Dear Rusty: Both my wife and I have worked our entire lives. When we retire, will we both be entitled to a full benefit amount each, or will there always be a spousal factor in there? Also, how are those benefits calculated — based on your highest salaries throughout your career, or your ending salaries when you retire?
Signed: Looking Ahead
Dear Looking Ahead: Prior to retiring from work is a smart time to investigate how Social Security (SS) will fit into your golden years. To answer your second question first, each person’s personal SS retirement benefit is based on the highest earning 35 years over his/her entire lifetime, with earlier years adjusted for inflation. The person’s average indexed monthly earnings (AIME) — essentially the person’s lifetime average inflation-adjusted monthly earnings amount — is first determined. Using AIME, the person’s primary insurance amount (PIA) is calculated using a special benefit formula, which will yield a PIA of about 40 percent or less of the person’s AIME. The PIA is the amount received if benefits start in the month that full retirement age (FRA) is attained.
Since you and your wife were both born after 1959, FRA for both of you is 67. The age when you claim benefits, relative to your FRA, determines how much you will receive. Claim before FRA and your benefit is reduced; claim after your FRA and your SS retirement benefit will be more (up to age 70 when maximum is reached); claim at your FRA and your benefit will equal your PIA — the full (100 percent) amount you’ve earned from a lifetime of working.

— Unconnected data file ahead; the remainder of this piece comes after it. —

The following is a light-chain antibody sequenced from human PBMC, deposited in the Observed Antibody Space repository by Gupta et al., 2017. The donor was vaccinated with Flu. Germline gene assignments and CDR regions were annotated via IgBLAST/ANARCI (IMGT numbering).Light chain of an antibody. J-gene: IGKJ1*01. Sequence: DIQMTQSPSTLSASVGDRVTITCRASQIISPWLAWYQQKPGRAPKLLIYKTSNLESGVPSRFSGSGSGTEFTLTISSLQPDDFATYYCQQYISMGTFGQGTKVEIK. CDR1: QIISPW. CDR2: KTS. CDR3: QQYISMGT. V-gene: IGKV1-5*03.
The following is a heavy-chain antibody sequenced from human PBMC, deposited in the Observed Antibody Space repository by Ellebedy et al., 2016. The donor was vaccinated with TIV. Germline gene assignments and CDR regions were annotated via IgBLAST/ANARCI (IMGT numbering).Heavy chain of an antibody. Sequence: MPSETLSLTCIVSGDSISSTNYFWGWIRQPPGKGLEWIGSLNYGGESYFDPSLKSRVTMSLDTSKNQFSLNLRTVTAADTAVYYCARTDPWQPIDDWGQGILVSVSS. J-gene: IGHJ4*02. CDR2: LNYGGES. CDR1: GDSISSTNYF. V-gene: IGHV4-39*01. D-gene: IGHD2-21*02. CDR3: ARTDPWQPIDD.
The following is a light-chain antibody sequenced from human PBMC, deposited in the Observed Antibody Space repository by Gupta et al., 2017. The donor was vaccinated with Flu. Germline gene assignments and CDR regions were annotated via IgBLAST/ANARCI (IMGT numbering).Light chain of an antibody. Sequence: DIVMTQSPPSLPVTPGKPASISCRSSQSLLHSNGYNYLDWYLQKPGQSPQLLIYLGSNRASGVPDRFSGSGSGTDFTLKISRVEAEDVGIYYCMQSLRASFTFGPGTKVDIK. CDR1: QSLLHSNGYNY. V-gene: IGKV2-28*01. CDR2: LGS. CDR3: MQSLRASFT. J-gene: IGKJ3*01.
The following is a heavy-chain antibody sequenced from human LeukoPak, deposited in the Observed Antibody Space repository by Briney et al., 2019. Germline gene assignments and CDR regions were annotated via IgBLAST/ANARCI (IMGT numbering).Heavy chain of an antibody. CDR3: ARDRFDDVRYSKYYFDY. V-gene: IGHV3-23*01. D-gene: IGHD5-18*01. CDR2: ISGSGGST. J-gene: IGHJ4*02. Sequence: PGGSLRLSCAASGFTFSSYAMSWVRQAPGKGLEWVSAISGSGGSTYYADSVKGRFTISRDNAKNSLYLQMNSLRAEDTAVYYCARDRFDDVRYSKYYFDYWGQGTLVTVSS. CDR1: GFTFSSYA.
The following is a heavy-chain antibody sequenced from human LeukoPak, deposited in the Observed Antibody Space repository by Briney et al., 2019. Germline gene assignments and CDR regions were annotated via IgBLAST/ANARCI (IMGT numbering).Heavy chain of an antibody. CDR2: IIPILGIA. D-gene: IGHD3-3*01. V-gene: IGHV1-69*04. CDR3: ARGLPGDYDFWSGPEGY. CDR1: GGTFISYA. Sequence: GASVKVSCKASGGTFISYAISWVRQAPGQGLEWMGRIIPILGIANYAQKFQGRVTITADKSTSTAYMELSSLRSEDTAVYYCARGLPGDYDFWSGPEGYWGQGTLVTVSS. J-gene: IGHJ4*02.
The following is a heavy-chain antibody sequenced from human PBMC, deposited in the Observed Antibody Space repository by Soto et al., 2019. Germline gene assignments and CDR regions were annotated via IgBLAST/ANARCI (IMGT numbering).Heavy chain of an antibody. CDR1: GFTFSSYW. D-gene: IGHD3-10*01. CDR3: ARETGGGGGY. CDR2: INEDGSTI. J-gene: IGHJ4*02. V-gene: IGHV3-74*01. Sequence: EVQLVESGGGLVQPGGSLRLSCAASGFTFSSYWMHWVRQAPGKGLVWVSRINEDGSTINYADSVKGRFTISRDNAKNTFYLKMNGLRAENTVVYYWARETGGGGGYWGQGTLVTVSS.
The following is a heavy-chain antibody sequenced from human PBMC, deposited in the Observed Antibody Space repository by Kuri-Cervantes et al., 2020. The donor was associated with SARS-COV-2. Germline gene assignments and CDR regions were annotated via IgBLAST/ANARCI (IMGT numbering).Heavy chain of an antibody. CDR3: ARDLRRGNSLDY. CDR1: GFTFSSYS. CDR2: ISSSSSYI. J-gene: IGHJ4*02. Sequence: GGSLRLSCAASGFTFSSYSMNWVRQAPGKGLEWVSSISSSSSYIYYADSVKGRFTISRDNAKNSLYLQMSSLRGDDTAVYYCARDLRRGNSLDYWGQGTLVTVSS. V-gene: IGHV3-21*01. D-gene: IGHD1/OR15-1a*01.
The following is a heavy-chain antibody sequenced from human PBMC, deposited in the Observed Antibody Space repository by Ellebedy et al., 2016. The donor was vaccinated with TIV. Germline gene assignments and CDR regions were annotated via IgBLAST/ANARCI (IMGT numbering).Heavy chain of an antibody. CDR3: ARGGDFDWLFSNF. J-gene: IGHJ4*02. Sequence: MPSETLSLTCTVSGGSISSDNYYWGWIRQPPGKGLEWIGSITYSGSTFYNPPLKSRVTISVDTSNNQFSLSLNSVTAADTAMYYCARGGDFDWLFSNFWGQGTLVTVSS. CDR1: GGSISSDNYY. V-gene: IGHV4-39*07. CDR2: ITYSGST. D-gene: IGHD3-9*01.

Spouse benefits only come into play if the PIA for one of you is less than 50 percent of the other’s PIA. In that case, the spouse with the lower PIA gets a “spousal boost” to his/her own SS retirement benefit when claimed. The amount of the “spousal boost” will be the difference between the lower PIA and half of the higher PIA, but the amount of the “spousal boost” (as well as the person’s own SS retirement amount) will be reduced if benefits are claimed before full retirement age. Any time that SS benefits are claimed before FRA, those benefits are permanently reduced.
If one spouse is entitled to a “spousal boost” from the other, the spousal amount will reach maximum at the recipient’s FRA. Thus, if the lower earning partner’s highest benefit will be as a spouse, then that spouse should not wait beyond his/her FRA to claim. If, instead, the lower earning partner’s own SS benefit at age 70 is more than his/her spousal amount, waiting longer than FRA to claim could be prudent, depending on life expectancy.
So, as you can see, deciding when to claim Social Security benefits should consider many things, including financial need, work status if claiming before FRA, marital status, and life expectancy. But it is your lifetime earnings that determine your SS retirement benefit amount, and it is how your FRA entitlements compare to each other that determines whether spousal benefits will be paid.
Russell Gloor is a national Social Security advisor at the AMAC Foundation, the nonprofit arm of the Association of Mature American Citizens (AMAC). The 2.4-million-member AMAC says it is a senior advocacy organization. Send your questions to: email@example.com.
Author’s note: This article is intended for information purposes only and does not represent legal or financial guidance. It presents the opinions and interpretations of the AMAC Foundation’s staff, trained and accredited by the National Social Security Association (NSSA). The NSSA and the AMAC Foundation and its staff are not affiliated with or endorsed by the Social Security Administration or any other governmental entity.